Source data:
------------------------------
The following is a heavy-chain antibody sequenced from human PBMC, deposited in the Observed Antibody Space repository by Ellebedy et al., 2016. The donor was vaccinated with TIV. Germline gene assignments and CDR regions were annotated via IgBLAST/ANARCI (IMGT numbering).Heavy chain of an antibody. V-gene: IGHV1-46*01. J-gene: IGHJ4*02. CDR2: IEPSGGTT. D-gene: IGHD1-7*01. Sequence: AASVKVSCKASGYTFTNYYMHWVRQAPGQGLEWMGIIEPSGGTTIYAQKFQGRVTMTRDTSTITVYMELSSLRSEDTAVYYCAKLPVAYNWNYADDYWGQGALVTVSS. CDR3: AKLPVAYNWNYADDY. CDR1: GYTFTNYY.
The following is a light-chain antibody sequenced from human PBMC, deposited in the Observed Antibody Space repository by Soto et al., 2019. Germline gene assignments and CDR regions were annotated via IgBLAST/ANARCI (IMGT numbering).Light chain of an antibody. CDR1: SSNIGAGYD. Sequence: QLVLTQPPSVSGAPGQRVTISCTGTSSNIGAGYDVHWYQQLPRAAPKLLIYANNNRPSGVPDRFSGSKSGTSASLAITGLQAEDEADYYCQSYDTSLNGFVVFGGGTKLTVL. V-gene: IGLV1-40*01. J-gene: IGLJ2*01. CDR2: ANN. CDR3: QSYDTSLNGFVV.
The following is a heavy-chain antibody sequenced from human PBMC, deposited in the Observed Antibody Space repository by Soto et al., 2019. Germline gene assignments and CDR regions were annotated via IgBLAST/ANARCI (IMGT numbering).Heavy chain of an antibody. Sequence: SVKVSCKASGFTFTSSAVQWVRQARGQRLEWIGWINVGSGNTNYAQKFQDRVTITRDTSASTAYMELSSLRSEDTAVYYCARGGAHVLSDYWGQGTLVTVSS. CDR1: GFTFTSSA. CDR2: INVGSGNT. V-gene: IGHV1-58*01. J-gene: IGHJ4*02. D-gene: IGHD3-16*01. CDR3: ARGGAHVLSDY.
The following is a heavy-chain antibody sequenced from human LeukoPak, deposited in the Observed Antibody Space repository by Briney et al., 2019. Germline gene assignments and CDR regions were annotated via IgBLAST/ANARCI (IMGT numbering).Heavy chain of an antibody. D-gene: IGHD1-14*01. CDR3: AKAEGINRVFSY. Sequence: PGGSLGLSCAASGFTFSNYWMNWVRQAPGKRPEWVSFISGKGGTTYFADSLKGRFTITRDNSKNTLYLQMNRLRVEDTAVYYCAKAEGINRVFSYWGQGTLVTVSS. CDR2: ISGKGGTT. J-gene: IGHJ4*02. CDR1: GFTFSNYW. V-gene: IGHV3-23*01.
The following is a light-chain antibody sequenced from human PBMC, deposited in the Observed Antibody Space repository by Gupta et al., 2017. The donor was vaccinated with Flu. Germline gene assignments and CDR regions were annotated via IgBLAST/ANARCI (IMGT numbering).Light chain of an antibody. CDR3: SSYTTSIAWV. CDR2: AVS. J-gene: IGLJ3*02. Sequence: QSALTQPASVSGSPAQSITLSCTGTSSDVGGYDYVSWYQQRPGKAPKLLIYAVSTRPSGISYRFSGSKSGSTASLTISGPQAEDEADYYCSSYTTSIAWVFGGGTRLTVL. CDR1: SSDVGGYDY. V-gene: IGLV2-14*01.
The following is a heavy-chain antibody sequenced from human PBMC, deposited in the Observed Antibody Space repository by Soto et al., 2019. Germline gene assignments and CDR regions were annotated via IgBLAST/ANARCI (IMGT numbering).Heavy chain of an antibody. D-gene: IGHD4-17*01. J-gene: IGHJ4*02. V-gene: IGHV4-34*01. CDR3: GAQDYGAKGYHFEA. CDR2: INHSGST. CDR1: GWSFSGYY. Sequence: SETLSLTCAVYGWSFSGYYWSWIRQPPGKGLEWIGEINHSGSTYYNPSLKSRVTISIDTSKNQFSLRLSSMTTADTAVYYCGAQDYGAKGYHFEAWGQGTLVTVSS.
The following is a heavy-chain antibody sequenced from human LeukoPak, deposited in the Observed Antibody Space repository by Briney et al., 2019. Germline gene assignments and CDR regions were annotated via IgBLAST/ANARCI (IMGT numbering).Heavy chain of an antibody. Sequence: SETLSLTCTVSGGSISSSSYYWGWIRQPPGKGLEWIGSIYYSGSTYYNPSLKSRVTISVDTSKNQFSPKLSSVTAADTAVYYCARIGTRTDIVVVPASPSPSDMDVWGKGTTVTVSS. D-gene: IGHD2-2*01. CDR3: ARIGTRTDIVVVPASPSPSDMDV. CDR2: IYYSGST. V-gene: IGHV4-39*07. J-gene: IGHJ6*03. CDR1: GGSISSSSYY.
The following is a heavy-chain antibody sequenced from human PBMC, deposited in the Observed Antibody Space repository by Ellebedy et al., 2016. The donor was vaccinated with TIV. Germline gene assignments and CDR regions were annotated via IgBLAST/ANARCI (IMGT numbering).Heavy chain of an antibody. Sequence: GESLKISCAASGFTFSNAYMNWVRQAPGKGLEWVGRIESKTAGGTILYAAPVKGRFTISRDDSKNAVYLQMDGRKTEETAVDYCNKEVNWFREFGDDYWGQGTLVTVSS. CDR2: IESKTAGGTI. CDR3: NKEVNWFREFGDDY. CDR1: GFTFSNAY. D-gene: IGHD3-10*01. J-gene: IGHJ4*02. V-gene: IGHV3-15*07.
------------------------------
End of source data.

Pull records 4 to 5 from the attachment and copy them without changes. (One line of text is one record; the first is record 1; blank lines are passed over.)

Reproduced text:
The following is a heavy-chain antibody sequenced from human LeukoPak, deposited in the Observed Antibody Space repository by Briney et al., 2019. Germline gene assignments and CDR regions were annotated via IgBLAST/ANARCI (IMGT numbering).Heavy chain of an antibody. D-gene: IGHD1-14*01. CDR3: AKAEGINRVFSY. Sequence: PGGSLGLSCAASGFTFSNYWMNWVRQAPGKRPEWVSFISGKGGTTYFADSLKGRFTITRDNSKNTLYLQMNRLRVEDTAVYYCAKAEGINRVFSYWGQGTLVTVSS. CDR2: ISGKGGTT. J-gene: IGHJ4*02. CDR1: GFTFSNYW. V-gene: IGHV3-23*01.
The following is a light-chain antibody sequenced from human PBMC, deposited in the Observed Antibody Space repository by Gupta et al., 2017. The donor was vaccinated with Flu. Germline gene assignments and CDR regions were annotated via IgBLAST/ANARCI (IMGT numbering).Light chain of an antibody. CDR3: SSYTTSIAWV. CDR2: AVS. J-gene: IGLJ3*02. Sequence: QSALTQPASVSGSPAQSITLSCTGTSSDVGGYDYVSWYQQRPGKAPKLLIYAVSTRPSGISYRFSGSKSGSTASLTISGPQAEDEADYYCSSYTTSIAWVFGGGTRLTVL. CDR1: SSDVGGYDY. V-gene: IGLV2-14*01.